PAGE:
Group Discussion Activity Design
Effective Group Discussion Activity Design
Effective group discussion activities do not require groups to produce a complex product like authoring a paper or making a presentation. Writing and presenting are inherently individual tasks—when groups are assigned these tasks, they divide-and-conquer, focusing on production and not discussion.
In contrast, effective group discussion activities give groups a curated collection of information and require them to make a difficult disciplinary decision, like a courtroom jury is given a great deal of complex information and asked to render a “guilty or not guilty” decision.
4-S “Make-A-Specific Choice” Activities
(adapted from Sweet and Michaelsen, 2012)
These activities take the form “Given X, groups must decide Y.” Of course, X and Y will vary based upon your learning goals for the activity, but a few basic principles can help you design powerfully-effective learning activities in any discipline. Each of these principles starts with the letter S, so they have come to be called “4-S activities.” 4-S activities revolve around the four following principles:
- Significant problem
Students should work on a problem, case, or question demonstrating a concept’s usefulness so they understand its impact. These are application problems. Instead of asking students to discuss some abstract set of conceptual distinctions, embed those distinctions within a set of concrete circumstances. This is how you position students as “cognitive apprentices” in your discipline—forcing them to start making the choices that people in your discipline make.
- Specific choice
The activity must require groups to use course concepts to come to consensus and make a decision. Examples could include: Should the company buy, lease, or rent their trucks? Which essay is the best example of historicism? What’s the most vulnerable part of this design? Which of the following statements would an author most strongly disagree with?. Groups can be required to generate short, written rationales for their choice but groups must first be required to take a position.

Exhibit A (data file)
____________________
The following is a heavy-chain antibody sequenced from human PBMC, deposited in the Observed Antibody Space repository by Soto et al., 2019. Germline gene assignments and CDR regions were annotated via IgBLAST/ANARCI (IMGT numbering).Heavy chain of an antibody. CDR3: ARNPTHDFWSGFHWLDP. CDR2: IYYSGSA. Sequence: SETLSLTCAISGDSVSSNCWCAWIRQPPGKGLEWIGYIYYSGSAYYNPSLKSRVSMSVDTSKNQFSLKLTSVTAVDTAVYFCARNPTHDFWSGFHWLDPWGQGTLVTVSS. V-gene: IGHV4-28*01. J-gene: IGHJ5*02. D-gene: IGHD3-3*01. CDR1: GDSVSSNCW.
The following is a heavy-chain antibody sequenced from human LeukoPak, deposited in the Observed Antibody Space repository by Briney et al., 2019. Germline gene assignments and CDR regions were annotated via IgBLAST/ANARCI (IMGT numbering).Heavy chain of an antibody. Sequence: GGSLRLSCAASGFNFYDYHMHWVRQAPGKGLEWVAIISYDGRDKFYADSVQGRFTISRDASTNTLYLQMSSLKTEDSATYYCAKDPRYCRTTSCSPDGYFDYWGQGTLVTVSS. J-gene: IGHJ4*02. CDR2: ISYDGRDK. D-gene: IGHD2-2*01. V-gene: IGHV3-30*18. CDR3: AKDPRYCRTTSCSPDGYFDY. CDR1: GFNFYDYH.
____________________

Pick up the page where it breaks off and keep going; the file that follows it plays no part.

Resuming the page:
- Same problem
Groups should all work on the same problem, case, or question so they will care about what other groups think about it and engage each other around the course content. This creates conditions for fruitful inter-group discussion.
- Simultaneous reporting
If possible, groups should report choices at the same time so differences among group conclusions can be explored and are not smoothed out by “answer drift” in which a few of the same (potentially incorrect) answers delivered first wind up swaying the whole room. It can be a powerful instructional experience when a minority of students in the room actually come to a better answer than the rest.
Examples of 4-S Activities
Scenario + Multiple-Choice Question
This is a common format to get discussions moving with energy.
For example, “You are a paramedic at the scene of an accident where a 37 year old woman has some specific damage to her abdomen: do you put her in the ambulance (a) on her back, (b) on her side, or (c) sitting up?” After a fruitful discussion, you can layer the scenario with new information: “Now she’s six months pregnant—does that change your answer?” A visible quiz is a common method for simultaneous report.
This involves presenting groups with some complex “text”—e.g., an image, graph, resume, computer code, book or film—the possibilities are limitless. Then groups must come to consensus on a specific point within that text as the very best example of something.
At which point around an airfoil are certain forces maximized?
What’s the most likely site for infection?
What piece of the resume or code is the weakest?
What moment in the book or film is the best example of “magic realism”?
This technique requires many specific decisions by requiring groups to come to consensus on categories, sequence, or priorities. This requires a series of specific decisions.
For example, groups might receive pictures of Celtic and Viking artifacts, and have to sort them into categories by culture, and sequence by age. A nursing class might get pictures of normal and abnormally developed infants across several ages.
These are a two-stage activity: groups first produce something poster-like in response to a prompt.
In the second stage of the Gallery Walk activity, groups make specific decisions about the work of other groups, often in the form of placing post-its on other teams’ posters in specific places.
This is the group consensus activity. For example: what piece of another other teams’ work is the strongest or the most questionable?
Download the Group Discussion Activities brochure.
THE “FATAL FLAW” WITH MOST GROUP PROJECTS
Most group projects have a fatal flaw built into the structure of the assignment itself. This video reveals how that flaw manifests in the lives of you and your students, and offers concrete recommendations for how to avoid it.
Sweet, M. & Michaelsen, L.K. (2012). Team-Based Learning: Group Work That Works for Critical Thinking and Engagement. Sterling, VA: Stylus.
Interested in exploring further? Check out all of our CATLR Teaching Tips or upcoming events. Then meet with a CATLR consultant to discuss your questions and ideas! To schedule a consultation, email [email protected] or call +1.617.373.3157.